The essential link in the chain though is our managers. We wanted to get away from the standard ‘ring HR’ approach you see in so many businesses. Over the past few years, you have supported us in training all levels, from our CEO and exec team to first level line managers on how to spot the signs of poor wellbeing and more importantly how to have a conversation, rather than just passing people on to HR.
Managers don’t need to be trained as First Aiders, and we share our Wellbeing Charter and what support is available during the induction process to make sure everyone shares the same vocabulary and understanding. It’s the day-to-day interactions that matter most, not the big mission statements.
Terry: Technology has allowed work to continue and even speed up in many cases, but it can also mean people never switch off. Just because we can, doesn’t mean we should! Can you share any thoughts about how organisations might prevent staff ‘burnout’ and overwhelm?
Claire: Technology has enabled us to stay connected and keep working. But it can also lead to an ‘always on’ mindset, and ‘Zoom’ or ‘Meet’ fatigue.
You don’t always have to have your camera on, what ever happened to a good old voice call? Rather than lurching from one meeting to another, plan your day to get some time away from the screen. Make sure your day has a start and finish and stick to it. I think we put unnecessary pressure on ourselves to do everything in one day and it’s just not possible.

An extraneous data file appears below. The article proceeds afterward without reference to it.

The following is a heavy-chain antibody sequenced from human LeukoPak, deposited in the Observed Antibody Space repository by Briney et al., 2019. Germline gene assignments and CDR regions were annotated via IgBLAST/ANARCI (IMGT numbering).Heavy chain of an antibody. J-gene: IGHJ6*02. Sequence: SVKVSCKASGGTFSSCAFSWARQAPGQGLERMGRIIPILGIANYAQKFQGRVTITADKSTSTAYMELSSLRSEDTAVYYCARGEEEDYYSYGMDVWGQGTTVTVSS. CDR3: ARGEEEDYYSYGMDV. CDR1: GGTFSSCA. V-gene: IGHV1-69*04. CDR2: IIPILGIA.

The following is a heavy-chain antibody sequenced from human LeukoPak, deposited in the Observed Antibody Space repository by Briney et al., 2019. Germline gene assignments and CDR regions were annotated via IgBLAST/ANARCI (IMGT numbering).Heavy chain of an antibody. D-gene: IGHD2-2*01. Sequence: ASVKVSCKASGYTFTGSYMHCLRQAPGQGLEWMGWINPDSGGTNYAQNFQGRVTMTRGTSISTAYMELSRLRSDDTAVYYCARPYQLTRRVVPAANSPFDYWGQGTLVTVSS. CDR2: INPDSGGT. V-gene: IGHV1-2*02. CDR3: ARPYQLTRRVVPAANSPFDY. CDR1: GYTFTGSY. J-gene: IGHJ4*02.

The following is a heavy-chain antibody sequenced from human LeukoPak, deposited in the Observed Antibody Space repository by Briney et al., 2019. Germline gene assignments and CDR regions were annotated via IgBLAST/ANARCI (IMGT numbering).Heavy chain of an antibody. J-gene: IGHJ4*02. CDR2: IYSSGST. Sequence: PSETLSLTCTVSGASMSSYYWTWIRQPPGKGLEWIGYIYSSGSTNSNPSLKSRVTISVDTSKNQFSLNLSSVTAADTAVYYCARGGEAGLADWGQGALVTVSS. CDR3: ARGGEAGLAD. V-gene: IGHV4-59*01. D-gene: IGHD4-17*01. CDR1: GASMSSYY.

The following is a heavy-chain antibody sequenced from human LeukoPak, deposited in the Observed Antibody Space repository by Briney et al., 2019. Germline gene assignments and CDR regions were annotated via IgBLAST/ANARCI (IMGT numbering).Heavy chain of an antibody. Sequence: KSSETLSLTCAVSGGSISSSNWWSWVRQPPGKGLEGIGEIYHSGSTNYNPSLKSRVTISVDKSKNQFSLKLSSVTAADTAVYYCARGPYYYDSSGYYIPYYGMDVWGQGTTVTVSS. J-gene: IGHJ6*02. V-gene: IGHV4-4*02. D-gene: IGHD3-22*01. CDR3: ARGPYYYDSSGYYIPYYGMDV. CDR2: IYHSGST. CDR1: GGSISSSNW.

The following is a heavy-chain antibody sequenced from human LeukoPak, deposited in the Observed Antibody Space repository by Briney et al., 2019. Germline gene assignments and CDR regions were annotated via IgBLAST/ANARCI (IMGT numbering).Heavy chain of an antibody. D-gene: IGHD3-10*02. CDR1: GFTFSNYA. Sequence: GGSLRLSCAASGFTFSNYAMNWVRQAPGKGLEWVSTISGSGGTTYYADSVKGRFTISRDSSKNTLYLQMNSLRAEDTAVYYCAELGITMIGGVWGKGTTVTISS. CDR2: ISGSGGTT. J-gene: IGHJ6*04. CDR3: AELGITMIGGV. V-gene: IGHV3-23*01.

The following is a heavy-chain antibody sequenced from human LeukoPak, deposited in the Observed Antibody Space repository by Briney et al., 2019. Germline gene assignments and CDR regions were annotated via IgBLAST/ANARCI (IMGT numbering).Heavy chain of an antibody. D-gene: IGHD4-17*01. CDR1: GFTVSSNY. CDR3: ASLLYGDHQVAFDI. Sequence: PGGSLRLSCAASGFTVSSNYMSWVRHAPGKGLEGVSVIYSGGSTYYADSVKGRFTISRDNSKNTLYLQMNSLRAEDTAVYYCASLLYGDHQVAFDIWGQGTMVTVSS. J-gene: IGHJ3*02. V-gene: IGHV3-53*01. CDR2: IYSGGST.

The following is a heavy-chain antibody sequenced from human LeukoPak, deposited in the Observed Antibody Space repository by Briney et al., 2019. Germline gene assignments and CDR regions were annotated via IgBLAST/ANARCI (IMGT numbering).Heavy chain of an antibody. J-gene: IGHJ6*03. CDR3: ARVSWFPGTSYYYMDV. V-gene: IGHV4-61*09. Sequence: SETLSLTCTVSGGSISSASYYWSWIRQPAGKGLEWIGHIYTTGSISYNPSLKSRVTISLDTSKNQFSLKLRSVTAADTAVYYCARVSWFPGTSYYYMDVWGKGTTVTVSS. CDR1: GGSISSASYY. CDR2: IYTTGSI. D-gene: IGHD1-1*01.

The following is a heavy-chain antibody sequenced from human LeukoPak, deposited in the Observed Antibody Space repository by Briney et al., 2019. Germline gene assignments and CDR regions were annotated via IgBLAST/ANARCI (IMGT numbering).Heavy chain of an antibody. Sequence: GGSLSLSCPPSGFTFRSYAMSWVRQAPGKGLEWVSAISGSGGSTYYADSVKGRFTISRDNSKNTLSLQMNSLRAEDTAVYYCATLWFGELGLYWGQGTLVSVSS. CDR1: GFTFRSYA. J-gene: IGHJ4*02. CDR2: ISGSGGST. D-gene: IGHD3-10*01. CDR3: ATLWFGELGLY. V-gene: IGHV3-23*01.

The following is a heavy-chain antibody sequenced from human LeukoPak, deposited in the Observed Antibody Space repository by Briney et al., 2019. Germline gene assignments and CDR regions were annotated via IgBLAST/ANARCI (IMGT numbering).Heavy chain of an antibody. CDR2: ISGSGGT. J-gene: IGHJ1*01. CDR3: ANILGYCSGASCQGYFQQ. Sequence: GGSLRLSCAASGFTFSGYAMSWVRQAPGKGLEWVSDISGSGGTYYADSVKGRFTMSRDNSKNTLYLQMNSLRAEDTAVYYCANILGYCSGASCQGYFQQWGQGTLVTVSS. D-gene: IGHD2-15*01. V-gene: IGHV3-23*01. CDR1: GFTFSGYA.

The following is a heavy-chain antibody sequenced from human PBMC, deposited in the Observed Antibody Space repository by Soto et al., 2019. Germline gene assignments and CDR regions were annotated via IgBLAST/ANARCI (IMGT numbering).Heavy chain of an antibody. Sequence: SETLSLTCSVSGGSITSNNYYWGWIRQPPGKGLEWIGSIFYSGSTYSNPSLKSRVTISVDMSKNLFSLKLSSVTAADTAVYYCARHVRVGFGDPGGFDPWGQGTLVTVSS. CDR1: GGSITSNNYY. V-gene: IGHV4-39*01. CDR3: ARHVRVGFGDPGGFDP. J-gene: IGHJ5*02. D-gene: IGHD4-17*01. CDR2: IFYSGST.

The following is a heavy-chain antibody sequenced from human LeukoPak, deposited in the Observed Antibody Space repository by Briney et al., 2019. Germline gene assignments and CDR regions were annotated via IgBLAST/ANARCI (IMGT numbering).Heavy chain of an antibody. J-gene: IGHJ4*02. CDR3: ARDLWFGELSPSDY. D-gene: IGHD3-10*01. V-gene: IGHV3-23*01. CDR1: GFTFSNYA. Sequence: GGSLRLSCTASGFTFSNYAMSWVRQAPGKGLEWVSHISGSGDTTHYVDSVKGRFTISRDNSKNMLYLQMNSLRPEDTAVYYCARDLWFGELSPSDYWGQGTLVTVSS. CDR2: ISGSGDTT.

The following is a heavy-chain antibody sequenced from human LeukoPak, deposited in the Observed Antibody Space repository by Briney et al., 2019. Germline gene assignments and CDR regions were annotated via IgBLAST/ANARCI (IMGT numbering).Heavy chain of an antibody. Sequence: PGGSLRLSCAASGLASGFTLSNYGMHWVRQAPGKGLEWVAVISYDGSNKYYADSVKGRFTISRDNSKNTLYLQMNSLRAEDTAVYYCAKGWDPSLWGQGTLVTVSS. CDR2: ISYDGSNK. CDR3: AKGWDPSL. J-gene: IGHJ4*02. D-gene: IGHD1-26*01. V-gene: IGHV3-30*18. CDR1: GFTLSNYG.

Put the laptop out of site once the working day is done, and maybe do the same with your phone! It’s too tempting to ‘just check your emails quickly’ before bed and before you know it, you’re up half the night.
Terry: I wondered if you might share a few thoughts or tips you’ve learned that might help employers and managers navigate their way through this.
Claire: I don’t think we should expect ‘perfect’ right now, and it’s important to have realistic expectations of the people you manage, but also of yourself. Remember what’s important and be human with your people.
Everyone is doing their best to deal with this in their own way, but we can keep reminding ourselves that help is out there. We are not on our own, even though it might feel like that sometimes.
About the author
Terry is a Director and Head of Training and Oakwood Training. He’s a mental health and personal safety expert, with extensive experience as both a frontline practitioner and trainer. Terry works with global companies and charities and is passionate about helping organisations create safer, healthier workplaces, by placing wellbeing at the very core of what they do. Not only because it’s the right thing to do, but because it makes good business sense. He understands that our health and the way we feel has a huge impact on the way we behave, the decisions we make and our productivity www.oakwoodtraining.co.uk